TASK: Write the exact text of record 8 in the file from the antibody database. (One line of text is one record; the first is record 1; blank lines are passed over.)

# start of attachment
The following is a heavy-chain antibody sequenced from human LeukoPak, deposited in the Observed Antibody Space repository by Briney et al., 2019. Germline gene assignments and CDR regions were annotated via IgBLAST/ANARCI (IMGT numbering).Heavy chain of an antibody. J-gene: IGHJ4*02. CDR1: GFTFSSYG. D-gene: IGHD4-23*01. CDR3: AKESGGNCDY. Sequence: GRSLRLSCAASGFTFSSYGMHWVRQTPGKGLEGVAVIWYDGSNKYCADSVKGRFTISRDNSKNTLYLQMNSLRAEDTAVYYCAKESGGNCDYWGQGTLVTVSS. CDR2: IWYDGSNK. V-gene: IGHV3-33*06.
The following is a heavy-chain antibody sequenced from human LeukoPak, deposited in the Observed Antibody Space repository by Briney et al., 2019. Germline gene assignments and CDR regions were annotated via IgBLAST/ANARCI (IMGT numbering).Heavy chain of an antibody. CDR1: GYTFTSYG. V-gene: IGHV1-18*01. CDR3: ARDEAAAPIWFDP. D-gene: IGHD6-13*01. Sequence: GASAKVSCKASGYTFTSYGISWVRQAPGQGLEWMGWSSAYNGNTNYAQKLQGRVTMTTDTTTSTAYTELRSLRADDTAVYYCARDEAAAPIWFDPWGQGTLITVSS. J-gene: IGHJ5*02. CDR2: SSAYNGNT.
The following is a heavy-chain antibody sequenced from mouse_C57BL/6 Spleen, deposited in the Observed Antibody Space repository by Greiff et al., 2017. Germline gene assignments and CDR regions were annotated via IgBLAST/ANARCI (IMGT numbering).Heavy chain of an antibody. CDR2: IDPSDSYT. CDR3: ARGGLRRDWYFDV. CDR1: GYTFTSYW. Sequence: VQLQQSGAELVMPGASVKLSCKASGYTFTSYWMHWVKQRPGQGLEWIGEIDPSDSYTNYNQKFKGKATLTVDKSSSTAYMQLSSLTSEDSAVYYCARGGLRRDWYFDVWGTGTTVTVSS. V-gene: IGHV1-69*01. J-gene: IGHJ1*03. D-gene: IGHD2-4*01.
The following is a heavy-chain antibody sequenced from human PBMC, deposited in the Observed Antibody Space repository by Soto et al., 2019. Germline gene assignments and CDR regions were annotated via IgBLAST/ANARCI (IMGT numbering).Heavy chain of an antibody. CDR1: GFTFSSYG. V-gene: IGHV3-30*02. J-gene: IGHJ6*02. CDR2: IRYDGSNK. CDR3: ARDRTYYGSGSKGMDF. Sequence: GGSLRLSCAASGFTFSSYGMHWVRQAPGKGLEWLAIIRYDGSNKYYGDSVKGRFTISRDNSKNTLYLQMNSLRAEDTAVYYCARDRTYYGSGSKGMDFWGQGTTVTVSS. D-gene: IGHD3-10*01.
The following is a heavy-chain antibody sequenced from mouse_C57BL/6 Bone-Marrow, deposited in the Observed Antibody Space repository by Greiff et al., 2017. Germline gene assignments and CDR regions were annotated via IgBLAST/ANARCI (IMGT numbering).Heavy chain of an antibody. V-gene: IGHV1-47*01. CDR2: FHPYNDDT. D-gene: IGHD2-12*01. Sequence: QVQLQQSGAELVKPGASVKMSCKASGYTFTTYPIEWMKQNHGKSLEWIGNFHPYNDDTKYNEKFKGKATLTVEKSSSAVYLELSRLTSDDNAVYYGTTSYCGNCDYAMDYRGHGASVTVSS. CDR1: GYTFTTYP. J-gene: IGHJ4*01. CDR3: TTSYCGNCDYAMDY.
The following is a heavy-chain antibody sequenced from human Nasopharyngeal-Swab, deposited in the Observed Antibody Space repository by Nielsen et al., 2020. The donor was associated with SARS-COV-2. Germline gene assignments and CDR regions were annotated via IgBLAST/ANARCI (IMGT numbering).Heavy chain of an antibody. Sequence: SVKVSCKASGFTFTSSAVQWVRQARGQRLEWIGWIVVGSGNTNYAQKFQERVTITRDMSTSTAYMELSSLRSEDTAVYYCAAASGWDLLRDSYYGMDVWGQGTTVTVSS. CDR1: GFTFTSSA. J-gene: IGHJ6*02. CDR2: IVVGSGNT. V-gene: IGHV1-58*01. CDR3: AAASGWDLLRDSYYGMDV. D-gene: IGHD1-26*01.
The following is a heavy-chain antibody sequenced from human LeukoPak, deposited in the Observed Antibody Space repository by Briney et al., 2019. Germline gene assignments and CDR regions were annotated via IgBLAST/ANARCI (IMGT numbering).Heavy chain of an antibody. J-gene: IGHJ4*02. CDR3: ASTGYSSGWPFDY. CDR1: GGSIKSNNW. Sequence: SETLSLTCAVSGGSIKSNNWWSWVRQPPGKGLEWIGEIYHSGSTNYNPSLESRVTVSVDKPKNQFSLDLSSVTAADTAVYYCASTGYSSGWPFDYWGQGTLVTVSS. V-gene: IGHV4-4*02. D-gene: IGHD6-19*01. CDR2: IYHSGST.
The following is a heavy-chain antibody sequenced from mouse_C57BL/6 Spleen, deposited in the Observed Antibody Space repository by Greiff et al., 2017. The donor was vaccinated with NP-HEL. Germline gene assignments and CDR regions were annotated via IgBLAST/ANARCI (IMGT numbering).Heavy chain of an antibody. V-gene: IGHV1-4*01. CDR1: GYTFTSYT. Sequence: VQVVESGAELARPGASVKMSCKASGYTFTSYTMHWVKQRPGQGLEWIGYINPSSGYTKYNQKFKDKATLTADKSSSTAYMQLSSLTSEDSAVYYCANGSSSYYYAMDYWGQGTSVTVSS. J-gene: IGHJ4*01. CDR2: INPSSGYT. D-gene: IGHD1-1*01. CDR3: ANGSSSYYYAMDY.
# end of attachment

The following is a heavy-chain antibody sequenced from mouse_C57BL/6 Spleen, deposited in the Observed Antibody Space repository by Greiff et al., 2017. The donor was vaccinated with NP-HEL. Germline gene assignments and CDR regions were annotated via IgBLAST/ANARCI (IMGT numbering).Heavy chain of an antibody. V-gene: IGHV1-4*01. CDR1: GYTFTSYT. Sequence: VQVVESGAELARPGASVKMSCKASGYTFTSYTMHWVKQRPGQGLEWIGYINPSSGYTKYNQKFKDKATLTADKSSSTAYMQLSSLTSEDSAVYYCANGSSSYYYAMDYWGQGTSVTVSS. J-gene: IGHJ4*01. CDR2: INPSSGYT. D-gene: IGHD1-1*01. CDR3: ANGSSSYYYAMDY.